The rest of it, it's really hard to know what's overkill or what's just being cautious and smart. So let's just start with the clothes, OK? Every time I come in from work or I come in from a walk, a socially distant walk outside, do I need to wash my clothes?
GUPTA: I don't think you need to. I mean it's an abundance of caution, as they say, and we're certainly learning as we go along. But the virus can stay on certain surfaces for a period of time. It can stay on, you know, stainless steel, flat plastic, things like that for up to a few days, which is why you have to constantly wash those surfaces.
Clothes are probably more like cardboard, it's more absorbent, so the virus is unlikely to stay and last that long. They say it can stay up to 24 hours but probably not be that significant.
It's interesting, if you look at like how viruses move through air, they kind of want to move around objects. They don't want to necessarily land on objects. So if you're moving as a human body through the air, the virus is unlikely to sort of stick to you that way. You can breathe it in if you go through, you know, if you -- somebody just sneezed around you, but unlikely to stick to your clothes. So wash them, but you don't necessarily have to wash them every single time.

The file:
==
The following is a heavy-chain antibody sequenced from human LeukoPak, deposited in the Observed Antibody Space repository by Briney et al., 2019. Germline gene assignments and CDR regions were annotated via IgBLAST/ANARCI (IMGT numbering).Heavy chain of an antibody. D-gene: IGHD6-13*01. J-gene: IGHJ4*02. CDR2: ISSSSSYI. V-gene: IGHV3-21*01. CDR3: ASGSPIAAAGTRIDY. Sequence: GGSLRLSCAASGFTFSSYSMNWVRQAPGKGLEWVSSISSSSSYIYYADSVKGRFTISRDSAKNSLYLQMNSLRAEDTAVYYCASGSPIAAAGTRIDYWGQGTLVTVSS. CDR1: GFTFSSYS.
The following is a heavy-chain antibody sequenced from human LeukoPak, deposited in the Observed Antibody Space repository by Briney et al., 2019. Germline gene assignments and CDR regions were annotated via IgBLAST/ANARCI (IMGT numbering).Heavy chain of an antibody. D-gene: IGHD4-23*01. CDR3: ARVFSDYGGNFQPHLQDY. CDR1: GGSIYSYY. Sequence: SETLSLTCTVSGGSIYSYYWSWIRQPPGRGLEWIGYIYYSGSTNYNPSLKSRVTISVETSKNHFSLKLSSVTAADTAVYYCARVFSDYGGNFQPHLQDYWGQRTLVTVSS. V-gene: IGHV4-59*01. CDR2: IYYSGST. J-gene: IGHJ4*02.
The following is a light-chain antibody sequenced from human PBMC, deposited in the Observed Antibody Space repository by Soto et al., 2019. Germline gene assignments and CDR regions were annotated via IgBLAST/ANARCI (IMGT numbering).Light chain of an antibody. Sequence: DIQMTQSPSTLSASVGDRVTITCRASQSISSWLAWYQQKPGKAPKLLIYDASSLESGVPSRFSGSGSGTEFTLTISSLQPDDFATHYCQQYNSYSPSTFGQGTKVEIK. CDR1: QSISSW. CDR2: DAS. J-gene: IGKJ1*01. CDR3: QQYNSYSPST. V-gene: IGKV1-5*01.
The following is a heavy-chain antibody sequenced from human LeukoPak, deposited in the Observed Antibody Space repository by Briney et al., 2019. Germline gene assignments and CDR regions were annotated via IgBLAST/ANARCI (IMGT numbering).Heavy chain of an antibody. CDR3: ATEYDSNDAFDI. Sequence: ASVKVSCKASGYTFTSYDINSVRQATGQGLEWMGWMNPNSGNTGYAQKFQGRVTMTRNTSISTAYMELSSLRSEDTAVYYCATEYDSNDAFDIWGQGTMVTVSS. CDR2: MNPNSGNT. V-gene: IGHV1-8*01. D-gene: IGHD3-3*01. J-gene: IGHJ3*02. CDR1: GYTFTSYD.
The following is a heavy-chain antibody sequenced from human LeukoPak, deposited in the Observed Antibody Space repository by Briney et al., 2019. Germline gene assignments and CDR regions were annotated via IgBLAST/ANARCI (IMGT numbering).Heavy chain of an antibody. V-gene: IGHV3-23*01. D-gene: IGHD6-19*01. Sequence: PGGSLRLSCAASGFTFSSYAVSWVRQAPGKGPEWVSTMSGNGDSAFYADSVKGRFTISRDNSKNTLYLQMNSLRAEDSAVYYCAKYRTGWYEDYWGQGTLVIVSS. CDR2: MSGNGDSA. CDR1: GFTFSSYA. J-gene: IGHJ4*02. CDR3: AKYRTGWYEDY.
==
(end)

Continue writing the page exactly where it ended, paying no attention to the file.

BERMAN: You know, we know that Sanjay is the smart one here because his head is literally twice the size of ours. So he must have the answers inside that enormous cranium.
GUPTA: Oh, I do.
BERMAN: Sanjay, I want to ask about mail and package because I've been wiping down every box that's been showing up at the house with, you know -- is that necessary? Do you need to wipe down the packages that come in?
GUPTA: I think that the biggest thing is still remembering to just wash your hands, which sounds like an obvious thing. But, you know, people know this, I think, by now but you're not contracting the virus by touching the package. You're -- what happens is you could touch the package or touch a contaminated surface and then touch your face. So after you touch a surface, just making sure to wash your hands.
Now, yes, we do wipe down some packages that we think, you know, are higher risk or, you know, you just want to make sure that they're clean. So we'll a lot of times unwrap packages on our front porch, then bring them inside, subsequently take those packages down to be disposed of.
So, yes, again, this is all a little bit of an abundance of caution. I think it's very unlikely you're going to contract the virus that way. It's a respiratory virus. Typically you're breathing in respiratory droplets or touching an obviously contaminated surface. But this is -- you know, this is what we're doing for now in terms of trying to be as safe as possible.
CAMEROTA: OK, shoes, are you leaving your shoes outside?
GUPTA: I do leave my shoes outside. Now, we have been a no shoe household really for a long time, long before the coronavirus thing. But I think there's -- and I also go to the hospital. And, you know, there's certain places in the hospital which are more likely to be contaminated when we go through certain places in the hospital. Now, we always put booties over our shoes, take those booties off after we walk through that particularly concerning part of the hospital. So I have other reasons to do it as well.